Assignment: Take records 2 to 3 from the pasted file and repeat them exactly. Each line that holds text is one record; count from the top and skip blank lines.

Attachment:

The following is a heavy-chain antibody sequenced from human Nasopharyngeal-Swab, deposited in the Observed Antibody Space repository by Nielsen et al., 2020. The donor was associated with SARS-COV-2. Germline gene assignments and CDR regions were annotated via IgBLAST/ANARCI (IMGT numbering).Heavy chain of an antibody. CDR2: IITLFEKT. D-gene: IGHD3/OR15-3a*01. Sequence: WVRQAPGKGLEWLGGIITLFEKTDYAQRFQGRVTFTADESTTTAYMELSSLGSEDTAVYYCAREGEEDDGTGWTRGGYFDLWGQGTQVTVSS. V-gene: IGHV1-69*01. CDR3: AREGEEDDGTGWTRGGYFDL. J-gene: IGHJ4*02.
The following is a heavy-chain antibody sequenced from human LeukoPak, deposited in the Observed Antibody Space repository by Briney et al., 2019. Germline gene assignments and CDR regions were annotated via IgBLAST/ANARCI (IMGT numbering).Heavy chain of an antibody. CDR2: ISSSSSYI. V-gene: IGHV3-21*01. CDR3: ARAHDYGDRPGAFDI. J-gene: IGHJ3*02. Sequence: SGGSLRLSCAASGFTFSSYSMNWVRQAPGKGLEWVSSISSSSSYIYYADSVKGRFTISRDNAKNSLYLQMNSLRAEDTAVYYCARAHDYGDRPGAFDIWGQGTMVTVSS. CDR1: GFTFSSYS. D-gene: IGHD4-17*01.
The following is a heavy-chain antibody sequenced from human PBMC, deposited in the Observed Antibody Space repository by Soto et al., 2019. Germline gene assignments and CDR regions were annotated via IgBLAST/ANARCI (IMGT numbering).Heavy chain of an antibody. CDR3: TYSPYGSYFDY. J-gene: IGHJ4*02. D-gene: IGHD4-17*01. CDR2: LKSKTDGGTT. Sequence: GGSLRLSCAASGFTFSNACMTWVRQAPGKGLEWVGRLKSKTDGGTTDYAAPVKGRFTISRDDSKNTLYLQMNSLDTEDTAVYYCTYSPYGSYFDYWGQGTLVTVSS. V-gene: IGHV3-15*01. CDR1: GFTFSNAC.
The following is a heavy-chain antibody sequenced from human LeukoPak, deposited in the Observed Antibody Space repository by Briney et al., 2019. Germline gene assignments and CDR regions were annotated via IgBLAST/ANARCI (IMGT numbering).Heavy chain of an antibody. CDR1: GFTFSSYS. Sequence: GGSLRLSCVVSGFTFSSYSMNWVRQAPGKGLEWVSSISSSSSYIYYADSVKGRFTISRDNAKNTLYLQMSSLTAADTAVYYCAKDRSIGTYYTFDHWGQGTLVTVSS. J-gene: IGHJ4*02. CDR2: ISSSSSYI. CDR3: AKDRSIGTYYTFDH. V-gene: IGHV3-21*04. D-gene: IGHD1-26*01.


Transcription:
The following is a heavy-chain antibody sequenced from human LeukoPak, deposited in the Observed Antibody Space repository by Briney et al., 2019. Germline gene assignments and CDR regions were annotated via IgBLAST/ANARCI (IMGT numbering).Heavy chain of an antibody. CDR2: ISSSSSYI. V-gene: IGHV3-21*01. CDR3: ARAHDYGDRPGAFDI. J-gene: IGHJ3*02. Sequence: SGGSLRLSCAASGFTFSSYSMNWVRQAPGKGLEWVSSISSSSSYIYYADSVKGRFTISRDNAKNSLYLQMNSLRAEDTAVYYCARAHDYGDRPGAFDIWGQGTMVTVSS. CDR1: GFTFSSYS. D-gene: IGHD4-17*01.
The following is a heavy-chain antibody sequenced from human PBMC, deposited in the Observed Antibody Space repository by Soto et al., 2019. Germline gene assignments and CDR regions were annotated via IgBLAST/ANARCI (IMGT numbering).Heavy chain of an antibody. CDR3: TYSPYGSYFDY. J-gene: IGHJ4*02. D-gene: IGHD4-17*01. CDR2: LKSKTDGGTT. Sequence: GGSLRLSCAASGFTFSNACMTWVRQAPGKGLEWVGRLKSKTDGGTTDYAAPVKGRFTISRDDSKNTLYLQMNSLDTEDTAVYYCTYSPYGSYFDYWGQGTLVTVSS. V-gene: IGHV3-15*01. CDR1: GFTFSNAC.